JoVE Visualize What is visualize?
Stop Reading. Start Watching.
Advanced Search
Stop Reading. Start Watching.
Regular Search
Find video protocols related to scientific articles indexed in Pubmed.
Genetic properties of the maize nested association mapping population.
Science
PUBLISHED: 08-08-2009
Show Abstract
Hide Abstract
Maize genetic diversity has been used to understand the molecular basis of phenotypic variation and to improve agricultural efficiency and sustainability. We crossed 25 diverse inbred maize lines to the B73 reference line, capturing a total of 136,000 recombination events. Variation for recombination frequencies was observed among families, influenced by local (cis) genetic variation. We identified evidence for numerous minor single-locus effects but little two-locus linkage disequilibrium or segregation distortion, which indicated a limited role for genes with large effects and epistatic interactions on fitness. We observed excess residual heterozygosity in pericentromeric regions, which suggested that selection in inbred lines has been less efficient in these regions because of reduced recombination frequency. This implies that pericentromeric regions may contribute disproportionally to heterosis.
Related JoVE Video
The genetic architecture of maize flowering time.
Science
PUBLISHED: 08-08-2009
Show Abstract
Hide Abstract
Flowering time is a complex trait that controls adaptation of plants to their local environment in the outcrossing species Zea mays (maize). We dissected variation for flowering time with a set of 5000 recombinant inbred lines (maize Nested Association Mapping population, NAM). Nearly a million plants were assayed in eight environments but showed no evidence for any single large-effect quantitative trait loci (QTLs). Instead, we identified evidence for numerous small-effect QTLs shared among families; however, allelic effects differ across founder lines. We identified no individual QTLs at which allelic effects are determined by geographic origin or large effects for epistasis or environmental interactions. Thus, a simple additive model accurately predicts flowering time for maize, in contrast to the genetic architecture observed in the selfing plant species rice and Arabidopsis.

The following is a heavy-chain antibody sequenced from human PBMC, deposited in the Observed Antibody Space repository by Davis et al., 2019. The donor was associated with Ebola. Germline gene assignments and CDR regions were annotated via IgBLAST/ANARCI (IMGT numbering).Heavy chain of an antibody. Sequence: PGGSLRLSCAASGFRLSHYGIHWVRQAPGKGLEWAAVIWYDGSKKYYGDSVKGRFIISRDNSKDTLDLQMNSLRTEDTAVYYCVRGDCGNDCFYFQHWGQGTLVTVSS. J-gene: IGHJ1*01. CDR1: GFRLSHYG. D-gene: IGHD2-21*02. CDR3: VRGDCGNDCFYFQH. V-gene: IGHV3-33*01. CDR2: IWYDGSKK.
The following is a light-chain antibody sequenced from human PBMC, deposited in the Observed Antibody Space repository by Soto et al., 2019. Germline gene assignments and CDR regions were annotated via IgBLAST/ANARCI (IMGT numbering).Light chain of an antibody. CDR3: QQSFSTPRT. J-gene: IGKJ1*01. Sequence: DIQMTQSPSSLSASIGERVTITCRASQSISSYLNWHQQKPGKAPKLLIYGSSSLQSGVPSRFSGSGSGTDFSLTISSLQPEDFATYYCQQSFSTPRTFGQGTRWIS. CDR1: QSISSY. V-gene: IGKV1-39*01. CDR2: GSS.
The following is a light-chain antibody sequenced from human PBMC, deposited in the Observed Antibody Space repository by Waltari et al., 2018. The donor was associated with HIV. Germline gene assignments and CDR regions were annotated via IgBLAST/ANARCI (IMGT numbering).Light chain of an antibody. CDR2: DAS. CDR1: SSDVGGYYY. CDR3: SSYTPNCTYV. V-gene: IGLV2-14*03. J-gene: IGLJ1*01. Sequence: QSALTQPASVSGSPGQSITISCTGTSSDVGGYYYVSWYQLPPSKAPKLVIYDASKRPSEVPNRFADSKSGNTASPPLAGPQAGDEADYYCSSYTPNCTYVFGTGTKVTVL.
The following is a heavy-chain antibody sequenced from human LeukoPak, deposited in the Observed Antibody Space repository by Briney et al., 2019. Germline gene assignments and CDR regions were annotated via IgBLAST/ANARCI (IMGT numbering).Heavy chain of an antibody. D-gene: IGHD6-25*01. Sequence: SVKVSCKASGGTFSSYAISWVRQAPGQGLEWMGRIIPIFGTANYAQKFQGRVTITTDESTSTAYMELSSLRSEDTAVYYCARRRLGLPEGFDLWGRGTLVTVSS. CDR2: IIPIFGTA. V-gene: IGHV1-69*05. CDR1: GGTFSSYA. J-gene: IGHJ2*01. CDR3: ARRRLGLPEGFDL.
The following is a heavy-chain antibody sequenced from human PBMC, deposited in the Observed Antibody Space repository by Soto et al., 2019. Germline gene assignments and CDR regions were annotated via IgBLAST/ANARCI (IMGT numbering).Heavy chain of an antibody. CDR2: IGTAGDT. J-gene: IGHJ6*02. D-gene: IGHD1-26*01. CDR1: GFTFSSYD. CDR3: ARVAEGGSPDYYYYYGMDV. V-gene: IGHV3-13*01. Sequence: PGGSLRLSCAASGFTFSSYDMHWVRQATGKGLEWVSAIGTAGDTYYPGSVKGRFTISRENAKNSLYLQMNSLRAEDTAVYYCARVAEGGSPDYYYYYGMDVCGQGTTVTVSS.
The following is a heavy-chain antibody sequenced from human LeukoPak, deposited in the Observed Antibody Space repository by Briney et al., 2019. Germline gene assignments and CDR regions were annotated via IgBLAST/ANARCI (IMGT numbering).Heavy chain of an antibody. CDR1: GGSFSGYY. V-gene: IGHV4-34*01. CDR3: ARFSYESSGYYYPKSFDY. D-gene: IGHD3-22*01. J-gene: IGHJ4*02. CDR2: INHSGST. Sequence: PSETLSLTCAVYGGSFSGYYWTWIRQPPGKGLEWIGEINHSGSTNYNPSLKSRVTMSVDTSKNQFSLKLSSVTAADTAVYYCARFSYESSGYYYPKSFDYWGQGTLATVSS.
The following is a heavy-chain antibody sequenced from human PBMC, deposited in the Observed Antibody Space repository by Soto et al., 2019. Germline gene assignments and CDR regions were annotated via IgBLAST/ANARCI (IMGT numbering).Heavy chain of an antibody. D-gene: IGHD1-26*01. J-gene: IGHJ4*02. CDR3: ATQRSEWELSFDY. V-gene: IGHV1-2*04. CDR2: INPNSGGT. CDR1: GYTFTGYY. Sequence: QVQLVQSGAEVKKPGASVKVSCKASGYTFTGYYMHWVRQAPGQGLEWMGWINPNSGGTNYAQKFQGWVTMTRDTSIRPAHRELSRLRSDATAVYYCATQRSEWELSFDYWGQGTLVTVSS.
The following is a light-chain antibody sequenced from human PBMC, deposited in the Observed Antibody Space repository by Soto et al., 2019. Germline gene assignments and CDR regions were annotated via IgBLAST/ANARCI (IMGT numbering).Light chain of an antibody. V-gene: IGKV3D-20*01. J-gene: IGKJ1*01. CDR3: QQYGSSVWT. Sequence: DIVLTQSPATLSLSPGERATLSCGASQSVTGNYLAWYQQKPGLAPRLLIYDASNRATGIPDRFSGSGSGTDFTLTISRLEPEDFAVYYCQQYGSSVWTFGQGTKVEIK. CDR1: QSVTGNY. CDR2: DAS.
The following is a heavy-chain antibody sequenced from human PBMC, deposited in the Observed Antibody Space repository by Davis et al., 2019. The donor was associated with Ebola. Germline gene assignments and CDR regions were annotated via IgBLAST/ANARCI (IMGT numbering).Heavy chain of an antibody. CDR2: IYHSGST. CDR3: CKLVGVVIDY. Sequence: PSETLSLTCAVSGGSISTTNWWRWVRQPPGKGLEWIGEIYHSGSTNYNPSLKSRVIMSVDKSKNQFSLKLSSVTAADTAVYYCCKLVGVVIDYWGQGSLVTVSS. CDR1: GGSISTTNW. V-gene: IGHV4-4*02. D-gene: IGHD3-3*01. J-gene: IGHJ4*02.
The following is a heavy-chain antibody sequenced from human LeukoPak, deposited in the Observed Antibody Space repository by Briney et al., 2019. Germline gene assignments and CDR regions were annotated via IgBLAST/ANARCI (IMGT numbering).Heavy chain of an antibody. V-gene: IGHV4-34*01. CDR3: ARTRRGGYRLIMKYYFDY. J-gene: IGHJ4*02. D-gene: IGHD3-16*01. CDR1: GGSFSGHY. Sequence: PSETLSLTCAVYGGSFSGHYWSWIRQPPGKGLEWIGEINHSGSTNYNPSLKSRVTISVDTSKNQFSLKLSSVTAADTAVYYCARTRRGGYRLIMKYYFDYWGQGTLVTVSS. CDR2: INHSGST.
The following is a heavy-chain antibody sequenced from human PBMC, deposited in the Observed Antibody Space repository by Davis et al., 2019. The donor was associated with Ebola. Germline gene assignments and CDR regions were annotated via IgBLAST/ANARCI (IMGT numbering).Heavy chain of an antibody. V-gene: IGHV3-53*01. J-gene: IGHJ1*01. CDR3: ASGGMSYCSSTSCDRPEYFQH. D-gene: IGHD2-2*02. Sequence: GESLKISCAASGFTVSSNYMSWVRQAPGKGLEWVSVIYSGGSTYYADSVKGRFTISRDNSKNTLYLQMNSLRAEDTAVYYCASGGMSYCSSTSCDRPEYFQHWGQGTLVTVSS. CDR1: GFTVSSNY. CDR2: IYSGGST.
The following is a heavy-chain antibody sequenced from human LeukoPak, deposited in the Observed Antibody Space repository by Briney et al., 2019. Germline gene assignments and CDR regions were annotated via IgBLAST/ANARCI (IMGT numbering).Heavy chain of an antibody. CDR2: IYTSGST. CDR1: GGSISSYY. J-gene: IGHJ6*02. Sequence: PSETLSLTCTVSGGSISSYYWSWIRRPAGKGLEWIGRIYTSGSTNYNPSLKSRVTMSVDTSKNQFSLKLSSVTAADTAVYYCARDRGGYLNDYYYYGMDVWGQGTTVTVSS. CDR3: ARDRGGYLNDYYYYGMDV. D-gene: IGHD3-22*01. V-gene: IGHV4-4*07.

Related JoVE Video
Natural variation in maize architecture is mediated by allelic differences at the PINOID co-ortholog barren inflorescence2.
Plant J.
PUBLISHED: 01-19-2009
Show Abstract
Hide Abstract
We characterized allelic variation at barren inflorescence2 (bif2), a maize co-ortholog of the Arabidopsis PINOID protein kinase (PID), and tested for trait associations with bif2 in both an association mapping population of 277 diverse maize inbreds and in the inter-mated B73 x Mo17 (IBM) linkage population. Results from the quantitative analyses were compared with previous reports of bif2 phenotypes in mutagenesis studies. All three approaches (association, linkage, and mutagenesis) detect a significant effect of bif2 on tassel architecture. Association mapping implicates bif2 in an unexpectedly wide range of traits including plant height, node number, leaf length, and flowering time. Linkage mapping finds a significant interaction effect for node number between bif2 and other loci, in keeping with previous reports that bif2;spi1 and Bif2;Bif1 double mutants produce fewer phytomers. The Mo17 allele is associated with a reduced tassel branch zone and shows lower expression than the B73 allele in hybrid B73-Mo17 F(1) inflorescences, consistent with the complete absence of tassel branches in the bif2 knockout mutant. Overall, these data suggest that allelic variation at bif2 affects maize architecture by modulating auxin transport during vegetative and inflorescence development.
Related JoVE Video

What is Visualize?

JoVE Visualize is a tool created to match the last 5 years of PubMed publications to methods in JoVE's video library.

How does it work?

We use abstracts found on PubMed and match them to JoVE videos to create a list of 10 to 30 related methods videos.

Video X seems to be unrelated to Abstract Y...

In developing our video relationships, we compare around 5 million PubMed articles to our library of over 4,500 methods videos. In some cases the language used in the PubMed abstracts makes matching that content to a JoVE video difficult. In other cases, there happens not to be any content in our video library that is relevant to the topic of a given abstract. In these cases, our algorithms are trying their best to display videos with relevant content, which can sometimes result in matched videos with only a slight relation.